And I have to tell you that my “day job” is very writing intensive.  I don’t even want to talk about it, but my work writing gets a lot of scrutiny and a lot of layers of input and editing. Writing the blog is almost like therapy.  It’s the only place I can write where I’m the “decider” so to speak.

I see MJ on Travel as a collection of experiences from my perspective.  I hope my shared experiences can help someone else travel better.

What’s the one single thing people can do to get more miles?

To the maximum extent possible, leverage ONE program to your benefit. There are a lot of people that will disagree with that.  And I’m not saying don’t collect miles in more than one, I’m just saying make one program your primary focus.  I certainly have miles in American Airlines, Delta, United Airlines and US Airways, but right now, my focus is in US Dividend Miles which I had honestly sworn off for 5 years.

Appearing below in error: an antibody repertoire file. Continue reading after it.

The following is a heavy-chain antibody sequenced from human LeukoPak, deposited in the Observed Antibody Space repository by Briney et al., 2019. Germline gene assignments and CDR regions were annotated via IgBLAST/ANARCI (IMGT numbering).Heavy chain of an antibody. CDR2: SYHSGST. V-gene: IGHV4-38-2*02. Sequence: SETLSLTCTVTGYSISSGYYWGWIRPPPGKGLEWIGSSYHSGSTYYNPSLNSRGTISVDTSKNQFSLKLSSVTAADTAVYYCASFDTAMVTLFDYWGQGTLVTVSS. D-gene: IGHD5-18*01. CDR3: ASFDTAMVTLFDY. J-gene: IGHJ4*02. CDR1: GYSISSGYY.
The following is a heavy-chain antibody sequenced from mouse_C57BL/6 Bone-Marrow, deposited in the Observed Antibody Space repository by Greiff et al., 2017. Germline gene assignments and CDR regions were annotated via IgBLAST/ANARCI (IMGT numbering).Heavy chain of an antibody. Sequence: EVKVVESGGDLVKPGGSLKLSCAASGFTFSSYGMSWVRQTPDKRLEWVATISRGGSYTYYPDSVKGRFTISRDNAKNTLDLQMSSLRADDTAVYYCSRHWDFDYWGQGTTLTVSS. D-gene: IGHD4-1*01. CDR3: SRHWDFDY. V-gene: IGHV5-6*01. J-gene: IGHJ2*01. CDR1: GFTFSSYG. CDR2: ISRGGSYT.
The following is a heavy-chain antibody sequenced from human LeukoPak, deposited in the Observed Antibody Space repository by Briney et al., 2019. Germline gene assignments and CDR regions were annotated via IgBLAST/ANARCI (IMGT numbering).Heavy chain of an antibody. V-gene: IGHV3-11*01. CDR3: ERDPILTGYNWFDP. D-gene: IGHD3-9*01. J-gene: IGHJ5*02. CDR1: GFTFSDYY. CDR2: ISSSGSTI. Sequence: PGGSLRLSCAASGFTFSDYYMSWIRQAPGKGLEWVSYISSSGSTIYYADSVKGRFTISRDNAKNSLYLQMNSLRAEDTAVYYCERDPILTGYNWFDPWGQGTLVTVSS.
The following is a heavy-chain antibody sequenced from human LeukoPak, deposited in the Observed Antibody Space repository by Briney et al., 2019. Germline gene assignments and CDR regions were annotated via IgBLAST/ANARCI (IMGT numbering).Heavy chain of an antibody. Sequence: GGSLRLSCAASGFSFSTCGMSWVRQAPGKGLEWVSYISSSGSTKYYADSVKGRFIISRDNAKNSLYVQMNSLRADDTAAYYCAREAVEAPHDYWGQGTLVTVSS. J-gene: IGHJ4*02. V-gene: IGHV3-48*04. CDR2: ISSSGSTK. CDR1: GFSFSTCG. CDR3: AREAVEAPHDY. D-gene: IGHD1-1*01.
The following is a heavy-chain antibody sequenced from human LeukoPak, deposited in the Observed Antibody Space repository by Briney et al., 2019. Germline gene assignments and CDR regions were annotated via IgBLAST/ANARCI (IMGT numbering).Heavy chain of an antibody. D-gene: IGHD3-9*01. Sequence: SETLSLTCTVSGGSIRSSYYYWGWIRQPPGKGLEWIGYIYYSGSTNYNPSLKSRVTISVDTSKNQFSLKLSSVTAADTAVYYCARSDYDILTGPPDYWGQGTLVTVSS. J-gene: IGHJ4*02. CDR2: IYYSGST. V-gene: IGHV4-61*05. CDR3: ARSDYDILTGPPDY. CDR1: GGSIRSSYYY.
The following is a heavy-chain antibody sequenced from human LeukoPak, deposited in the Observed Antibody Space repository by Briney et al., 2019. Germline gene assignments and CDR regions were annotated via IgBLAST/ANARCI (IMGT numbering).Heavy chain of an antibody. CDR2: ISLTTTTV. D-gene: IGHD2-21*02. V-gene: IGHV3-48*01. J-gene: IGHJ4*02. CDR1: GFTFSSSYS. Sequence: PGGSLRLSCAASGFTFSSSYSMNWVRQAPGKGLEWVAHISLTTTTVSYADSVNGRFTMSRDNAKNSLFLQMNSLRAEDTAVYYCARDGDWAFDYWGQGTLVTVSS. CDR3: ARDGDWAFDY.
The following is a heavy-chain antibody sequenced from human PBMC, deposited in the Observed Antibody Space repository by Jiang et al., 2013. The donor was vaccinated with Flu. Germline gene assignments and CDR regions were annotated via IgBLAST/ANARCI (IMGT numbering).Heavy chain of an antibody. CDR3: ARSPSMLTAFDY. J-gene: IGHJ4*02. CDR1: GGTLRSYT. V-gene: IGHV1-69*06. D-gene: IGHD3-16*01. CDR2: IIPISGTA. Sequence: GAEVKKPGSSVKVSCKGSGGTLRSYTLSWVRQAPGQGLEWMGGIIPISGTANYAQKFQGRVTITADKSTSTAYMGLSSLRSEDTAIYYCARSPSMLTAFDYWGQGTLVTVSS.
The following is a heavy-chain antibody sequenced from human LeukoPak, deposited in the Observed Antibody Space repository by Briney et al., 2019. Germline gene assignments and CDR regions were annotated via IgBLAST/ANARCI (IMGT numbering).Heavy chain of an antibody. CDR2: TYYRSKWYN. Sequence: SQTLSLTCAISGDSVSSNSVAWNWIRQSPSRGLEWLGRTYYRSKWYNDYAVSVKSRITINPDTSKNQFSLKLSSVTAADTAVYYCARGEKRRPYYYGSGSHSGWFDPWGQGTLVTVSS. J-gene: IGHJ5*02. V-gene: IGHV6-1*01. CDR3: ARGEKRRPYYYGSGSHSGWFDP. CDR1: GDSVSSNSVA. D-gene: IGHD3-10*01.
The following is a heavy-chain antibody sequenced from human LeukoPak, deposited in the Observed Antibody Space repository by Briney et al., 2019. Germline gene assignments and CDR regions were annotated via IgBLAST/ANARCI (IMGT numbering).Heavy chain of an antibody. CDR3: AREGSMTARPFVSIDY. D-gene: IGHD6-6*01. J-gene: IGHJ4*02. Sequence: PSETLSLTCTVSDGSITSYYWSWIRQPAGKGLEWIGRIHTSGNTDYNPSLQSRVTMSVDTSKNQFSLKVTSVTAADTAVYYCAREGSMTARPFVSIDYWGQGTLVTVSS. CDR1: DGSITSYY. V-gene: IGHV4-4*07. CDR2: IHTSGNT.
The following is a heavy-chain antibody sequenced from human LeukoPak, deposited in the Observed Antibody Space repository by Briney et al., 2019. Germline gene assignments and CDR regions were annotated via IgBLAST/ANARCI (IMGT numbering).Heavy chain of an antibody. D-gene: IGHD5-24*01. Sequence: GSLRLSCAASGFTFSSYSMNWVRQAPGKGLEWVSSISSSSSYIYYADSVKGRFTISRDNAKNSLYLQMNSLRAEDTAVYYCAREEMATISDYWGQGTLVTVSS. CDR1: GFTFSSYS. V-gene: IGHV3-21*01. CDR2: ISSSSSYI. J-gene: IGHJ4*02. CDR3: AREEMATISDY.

What’s your most memorable travel experience?

There’ve been so many that are so good, but I have to say the 11 night Mediterranean, Greece and Turkey cruise Mrs MJonTravel and I took last year aboard Celebrity Equinox is tops.  Everything about the trip from using points to fly us to Rome in Business Class, getting to unexpectedly visit the great British Airways lounges in London Heathrow, and of course 3 days in Rome before the cruise.